St. Paul, Minn. — The Minnesota delegation is headed by Gov. Tim Pawlenty, who is co-chairing President Bush's re-election campaign in the state. At a send-off rally for delegates at the State Fair, Pawlenty said the convention is an opportunity for the president to highlight the accomplishments of his first term.
"At the top of the list is he's the strong, clear leader in the war on terror," Pawlenty said. "And if you ask people what's on their mind, they want to know that we've got the best possible leader for our safety and security in place, and he's it."
Many other delegates cite homeland security as one of their top concerns. They said they're glad the national convention is in New York because of its connection to the Sept. 11 terrorist attacks. Delegate Kimani Jefferson of Coon Rapids said Sept. 11 was a political turning point for him.
"I thanked God that President Bush was in office," Jefferson said.
Ironically, Jefferson didn't vote for Bush in 2000. He voted for Democrat Al Gore. Jefferson grew up in Louisiana, in a strongly Democratic family. But while serving in the military overseas, Jefferson said he began re-evaluating his views.
"I just started figuring out that the values of the Democratic Party ... weren't exactly jiving with mine," Jefferson said. "And that dealt with abortion, it dealt with interpretations of the Constitution, it dealt with taxation."
Jefferson first voted Republican in 2002, and now co-chairs President Bush's re-election campaign in Anoka County. He's one of three African-Americans attending the convention from Minnesota. Minorities make up about 15 percent of the state's delegation, close to the percentage of minority delegates at the convention overall. GOP officials say it's the most diverse convention in party history. When Democrats gathered in Boston last month, minorities made up about a third of convention delegates.
Minnesota's delegation also includes many veterans -- nearly a quarter of the delegation -- and young people. About 15 percent are under the age of 35.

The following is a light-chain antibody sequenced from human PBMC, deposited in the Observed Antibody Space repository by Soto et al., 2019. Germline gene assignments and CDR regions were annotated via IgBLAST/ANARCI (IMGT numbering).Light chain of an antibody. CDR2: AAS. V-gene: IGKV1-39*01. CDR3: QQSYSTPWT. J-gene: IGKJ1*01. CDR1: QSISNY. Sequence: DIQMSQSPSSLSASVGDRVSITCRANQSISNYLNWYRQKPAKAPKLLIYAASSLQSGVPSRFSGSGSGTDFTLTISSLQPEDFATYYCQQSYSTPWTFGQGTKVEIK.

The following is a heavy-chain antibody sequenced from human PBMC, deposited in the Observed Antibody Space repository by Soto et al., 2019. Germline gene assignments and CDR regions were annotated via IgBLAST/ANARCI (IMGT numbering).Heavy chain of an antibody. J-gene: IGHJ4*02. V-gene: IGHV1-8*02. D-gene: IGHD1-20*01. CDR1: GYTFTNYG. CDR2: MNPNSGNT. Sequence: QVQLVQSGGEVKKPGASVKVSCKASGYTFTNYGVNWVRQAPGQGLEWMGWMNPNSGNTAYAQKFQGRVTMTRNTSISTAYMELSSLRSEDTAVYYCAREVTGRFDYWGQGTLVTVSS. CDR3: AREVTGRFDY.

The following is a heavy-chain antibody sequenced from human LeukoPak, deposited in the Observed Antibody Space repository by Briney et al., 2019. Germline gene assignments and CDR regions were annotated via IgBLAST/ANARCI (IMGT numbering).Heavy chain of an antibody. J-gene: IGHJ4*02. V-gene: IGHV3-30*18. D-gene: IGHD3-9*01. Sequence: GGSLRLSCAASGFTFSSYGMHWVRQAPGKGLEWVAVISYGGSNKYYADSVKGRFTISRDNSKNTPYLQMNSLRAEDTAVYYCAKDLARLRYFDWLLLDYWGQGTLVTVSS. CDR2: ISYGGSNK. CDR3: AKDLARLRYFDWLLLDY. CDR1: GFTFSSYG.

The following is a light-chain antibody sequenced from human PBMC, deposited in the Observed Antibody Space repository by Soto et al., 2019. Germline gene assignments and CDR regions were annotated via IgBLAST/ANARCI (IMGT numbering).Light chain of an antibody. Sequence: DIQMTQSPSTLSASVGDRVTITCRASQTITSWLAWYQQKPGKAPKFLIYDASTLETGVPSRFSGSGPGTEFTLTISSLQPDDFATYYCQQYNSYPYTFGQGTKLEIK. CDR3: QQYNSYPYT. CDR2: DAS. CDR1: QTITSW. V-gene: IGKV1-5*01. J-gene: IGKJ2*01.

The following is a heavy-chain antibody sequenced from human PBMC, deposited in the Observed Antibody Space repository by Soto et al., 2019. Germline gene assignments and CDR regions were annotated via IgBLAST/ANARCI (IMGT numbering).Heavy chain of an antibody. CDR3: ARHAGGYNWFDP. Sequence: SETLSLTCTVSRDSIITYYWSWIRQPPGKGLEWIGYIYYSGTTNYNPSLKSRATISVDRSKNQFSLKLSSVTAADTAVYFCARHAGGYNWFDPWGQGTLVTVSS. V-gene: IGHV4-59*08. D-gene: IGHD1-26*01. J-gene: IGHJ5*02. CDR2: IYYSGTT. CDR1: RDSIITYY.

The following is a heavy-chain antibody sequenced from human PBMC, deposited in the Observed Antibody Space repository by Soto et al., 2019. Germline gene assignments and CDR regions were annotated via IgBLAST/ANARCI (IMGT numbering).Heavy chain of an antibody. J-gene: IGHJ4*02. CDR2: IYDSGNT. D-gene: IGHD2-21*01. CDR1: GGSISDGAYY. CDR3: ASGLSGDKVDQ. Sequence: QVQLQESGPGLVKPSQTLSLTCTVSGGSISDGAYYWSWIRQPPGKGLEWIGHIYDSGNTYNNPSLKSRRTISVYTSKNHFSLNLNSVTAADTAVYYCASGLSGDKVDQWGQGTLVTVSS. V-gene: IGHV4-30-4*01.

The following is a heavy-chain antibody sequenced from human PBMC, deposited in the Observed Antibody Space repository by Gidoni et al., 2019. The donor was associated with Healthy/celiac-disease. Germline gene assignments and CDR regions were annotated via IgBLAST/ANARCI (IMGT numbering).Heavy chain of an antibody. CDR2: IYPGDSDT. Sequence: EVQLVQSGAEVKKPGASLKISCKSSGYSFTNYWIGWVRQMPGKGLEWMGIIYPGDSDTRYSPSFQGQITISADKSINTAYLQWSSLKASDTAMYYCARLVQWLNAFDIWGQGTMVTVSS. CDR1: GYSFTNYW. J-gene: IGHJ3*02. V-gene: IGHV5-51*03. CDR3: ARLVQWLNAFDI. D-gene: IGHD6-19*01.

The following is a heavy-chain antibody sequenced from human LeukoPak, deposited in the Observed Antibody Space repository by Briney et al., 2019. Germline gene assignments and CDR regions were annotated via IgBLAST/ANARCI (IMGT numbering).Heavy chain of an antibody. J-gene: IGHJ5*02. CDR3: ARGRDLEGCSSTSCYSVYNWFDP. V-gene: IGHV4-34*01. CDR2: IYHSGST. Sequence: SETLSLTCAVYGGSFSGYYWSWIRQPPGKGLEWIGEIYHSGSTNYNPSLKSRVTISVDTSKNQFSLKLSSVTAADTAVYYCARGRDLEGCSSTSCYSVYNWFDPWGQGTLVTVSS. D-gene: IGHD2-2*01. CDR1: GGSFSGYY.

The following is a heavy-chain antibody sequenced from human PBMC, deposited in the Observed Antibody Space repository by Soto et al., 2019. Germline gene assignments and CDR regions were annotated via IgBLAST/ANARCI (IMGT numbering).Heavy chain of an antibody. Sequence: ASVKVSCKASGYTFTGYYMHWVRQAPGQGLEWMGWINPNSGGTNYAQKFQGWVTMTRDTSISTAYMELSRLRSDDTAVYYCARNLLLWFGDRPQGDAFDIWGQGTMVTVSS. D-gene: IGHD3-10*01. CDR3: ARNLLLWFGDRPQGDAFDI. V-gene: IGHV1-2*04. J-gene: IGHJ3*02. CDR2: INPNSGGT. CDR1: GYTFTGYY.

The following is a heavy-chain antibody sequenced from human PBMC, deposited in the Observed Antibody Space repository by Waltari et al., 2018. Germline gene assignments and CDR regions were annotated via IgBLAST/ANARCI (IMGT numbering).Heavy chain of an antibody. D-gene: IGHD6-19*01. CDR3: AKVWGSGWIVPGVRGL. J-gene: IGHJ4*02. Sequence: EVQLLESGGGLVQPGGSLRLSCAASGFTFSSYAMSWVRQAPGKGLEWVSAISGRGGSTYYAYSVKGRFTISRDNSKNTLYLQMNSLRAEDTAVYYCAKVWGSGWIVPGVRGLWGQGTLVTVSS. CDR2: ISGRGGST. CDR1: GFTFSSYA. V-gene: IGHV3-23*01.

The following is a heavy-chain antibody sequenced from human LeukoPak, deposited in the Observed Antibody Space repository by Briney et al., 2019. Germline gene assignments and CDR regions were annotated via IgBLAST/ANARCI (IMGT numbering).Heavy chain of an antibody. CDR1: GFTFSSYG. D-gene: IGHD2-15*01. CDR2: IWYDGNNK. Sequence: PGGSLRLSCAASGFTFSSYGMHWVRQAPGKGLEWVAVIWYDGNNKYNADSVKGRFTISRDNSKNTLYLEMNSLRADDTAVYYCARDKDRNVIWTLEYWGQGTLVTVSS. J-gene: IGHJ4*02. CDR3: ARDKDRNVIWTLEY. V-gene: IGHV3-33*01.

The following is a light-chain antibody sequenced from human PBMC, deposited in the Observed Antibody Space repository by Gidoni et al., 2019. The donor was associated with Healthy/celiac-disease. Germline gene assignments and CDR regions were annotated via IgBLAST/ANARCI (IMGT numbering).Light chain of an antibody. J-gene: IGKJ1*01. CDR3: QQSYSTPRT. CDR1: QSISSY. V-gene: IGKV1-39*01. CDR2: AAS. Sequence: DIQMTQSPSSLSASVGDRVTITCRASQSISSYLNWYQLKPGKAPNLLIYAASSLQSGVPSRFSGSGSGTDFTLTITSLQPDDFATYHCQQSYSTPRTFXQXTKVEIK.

Justin Krych, 26, of Duluth is attending his second national convention. Krych considers himself both a fiscal and a social conservative.
"Not everybody within the Republican Party is as conservative as I am," Krych said. "I have always voted for Republican candidates and have voted in every election since I turned age 18."
Krych said he's not a fan of Sen. John McCain of Arizona, a moderate Republican who will address the convention Monday night. Krych said he disagrees with McCain on campaign finance reform, abortion, and other issues. On the other hand, Krych has complete confidence in President Bush, and said that confidence has grown during the president's term as Bush has dealt with terrorism and the war in Iraq.
Delegates said the highlight of the week will be nominating Bush for a second term. State Sen. Michelle Fischbach (R-Paynesville) is the only legislator in the delegation. She said she wanted to be a delegate for the first time to show her support for the president.
"The next four years are very important, and I think we need to support President Bush and make sure that he is reelected," said Fischbach. "Because it's really a turning point for our country. We really need to make sure that he is there to see us through for the next four years."
Fischbach said she thinks issues such as abortion, gay marriage and taxes will determine the presidential race. Fischbach is the social conservatives chair for the Bush campaign in Minnesota. Fischbach attended previous conventions when her husband was a delegate, and said the Minnesota delegation will benefit from the state's status as a battleground state.
Among the younger delegates is University of Minnesota student Melissa Graner. She's keeping a blog on behalf of the Minnesota GOP. She's also planning to participate in charitable work while in New York. On Tuesday, the group is planning to paint a day care center.
They're staying at a posh hotel, relatively close to the convention site, unlike some previous conventions, when delegates were a one-hour bus ride away. They'll be visited by top Republican officials, and the best perk of all, a great spot on the floor of the convention. The Minnesota delegation sits near Florida and Ohio.